Regional Reviews: Phoenix
The plot is fairly basic. Set in 1965 Iowa, it focuses on the four-day affair between a lost and lonely Italian war bride named Francesca, whose family is away on a trip, and the equally lost National Geographic photographer Robert, who comes to town to photograph the covered bridges in the area. Feeling a connection like neither has ever felt before, they fall immediately in love but must deal with the consequences of their relationship.
Jason Robert Brown has won two Tony Awards for his scores, yet none of his shows, including this one, has had a Broadway run of longer than a few months. It's unfortunate, as this score is filled with soaring and romantic melodies, and Marsha Norman's book features realistic and fresh dialogue that is infused with small town sensibilities. Norman's script follows the plot of the novel fairly closely and also ensures the character development isn't rushed, which makes the decisions the couple make more meaningful and realistic. While the score is great, and includes a wide range of musical styles, there are a lot of romantic ballads and, with the simple plot, even though it is portrayed realistically, it still feels a bit long.
While I missed seeing this show on Broadway, I did catch the recent national tour. Unfortunately, a musical like this one, which focuses on the small, personal story of two main characters, seemed lost and consumed by the large ASU Gammage auditorium, where the tour played in the Phoenix area. Fortunately, the intimacy of the ABT theatre works perfectly. What was lost at Gammage is made more meaningful by having actors so close to you that they draw you into the story. And while I still believe the show is a bit long, and some of the repetitive ballads could be trimmed, I liked the show much more at ABT than I did at Gammage.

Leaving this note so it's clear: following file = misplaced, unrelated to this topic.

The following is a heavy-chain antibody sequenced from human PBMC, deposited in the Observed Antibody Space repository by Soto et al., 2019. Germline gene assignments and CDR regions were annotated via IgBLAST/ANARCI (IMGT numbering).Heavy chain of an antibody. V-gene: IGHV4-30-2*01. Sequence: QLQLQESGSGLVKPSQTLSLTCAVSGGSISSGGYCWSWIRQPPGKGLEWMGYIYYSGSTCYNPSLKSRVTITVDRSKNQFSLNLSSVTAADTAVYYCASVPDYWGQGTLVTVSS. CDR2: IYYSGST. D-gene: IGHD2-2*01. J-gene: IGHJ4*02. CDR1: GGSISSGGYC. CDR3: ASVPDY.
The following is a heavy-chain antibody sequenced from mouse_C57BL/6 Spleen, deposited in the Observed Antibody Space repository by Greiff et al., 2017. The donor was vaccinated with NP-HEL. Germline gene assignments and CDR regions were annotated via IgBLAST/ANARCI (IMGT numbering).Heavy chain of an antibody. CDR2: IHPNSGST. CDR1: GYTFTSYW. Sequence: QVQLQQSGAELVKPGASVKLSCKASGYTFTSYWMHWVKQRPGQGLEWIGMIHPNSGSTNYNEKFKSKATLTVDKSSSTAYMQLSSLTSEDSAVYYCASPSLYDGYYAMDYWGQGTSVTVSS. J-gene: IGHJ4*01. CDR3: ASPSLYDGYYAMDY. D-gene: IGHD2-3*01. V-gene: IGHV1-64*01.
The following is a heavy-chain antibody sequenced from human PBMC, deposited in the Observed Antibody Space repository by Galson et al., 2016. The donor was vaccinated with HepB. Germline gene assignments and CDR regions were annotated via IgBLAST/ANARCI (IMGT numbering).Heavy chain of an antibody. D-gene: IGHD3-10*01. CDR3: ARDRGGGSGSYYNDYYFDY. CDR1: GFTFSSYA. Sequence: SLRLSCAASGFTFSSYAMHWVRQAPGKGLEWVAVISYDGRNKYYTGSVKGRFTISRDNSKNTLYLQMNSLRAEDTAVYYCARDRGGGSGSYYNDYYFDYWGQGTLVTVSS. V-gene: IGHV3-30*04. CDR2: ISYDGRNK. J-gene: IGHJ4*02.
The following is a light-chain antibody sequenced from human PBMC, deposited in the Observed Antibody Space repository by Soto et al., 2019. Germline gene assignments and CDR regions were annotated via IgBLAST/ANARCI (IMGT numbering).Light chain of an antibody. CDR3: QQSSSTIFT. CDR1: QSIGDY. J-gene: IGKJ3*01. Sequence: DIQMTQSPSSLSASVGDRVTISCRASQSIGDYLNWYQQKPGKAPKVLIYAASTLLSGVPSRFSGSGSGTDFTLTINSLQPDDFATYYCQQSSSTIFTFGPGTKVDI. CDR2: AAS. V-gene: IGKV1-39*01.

ABT's Artistic Producer Cassandra Klaphake is Francesca. The four roles I've seen Klaphake in before at ABT over the past four seasons have been featured parts, like Ursula in The Little Mermaid or Elizabeth in Young Frankenstein, where she played larger than life, comical supporting parts, or Miss Mona in The Best Little Whorehouse in Texas, where she was the lead but not in an all entirely consuming role. In Bridges, she is on stage for almost the entire show in a dramatic, realistic role that is full of depth and nuance. With a voice that easily maneuvers its way through the challenging score and a natural acting style that excellently portrays the motherly compassionate traits of this woman, while also beautifully demonstrating the challenges that Francesca faces, this is the best performance I've seen from Klaphake. While some may say that she is miscast or cast against type, as opposed to the waif-like counterparts that played this part on Broadway and in the national tour, it is a welcome change to see a romantic lead who looks different than the images we are constantly bombarded with by Hollywood. This casting challenges our perceptions and preconceived views in a positive way as to what constitutes a romantic duo. And while Klaphake's Italian accent, which occasionally veers into an Irish-sounding brogue, is my only quibble in an otherwise beautiful portrayal, you can at least make out the majority of her dialogue and lyrics, which wasn't the case for the national tour Francesca.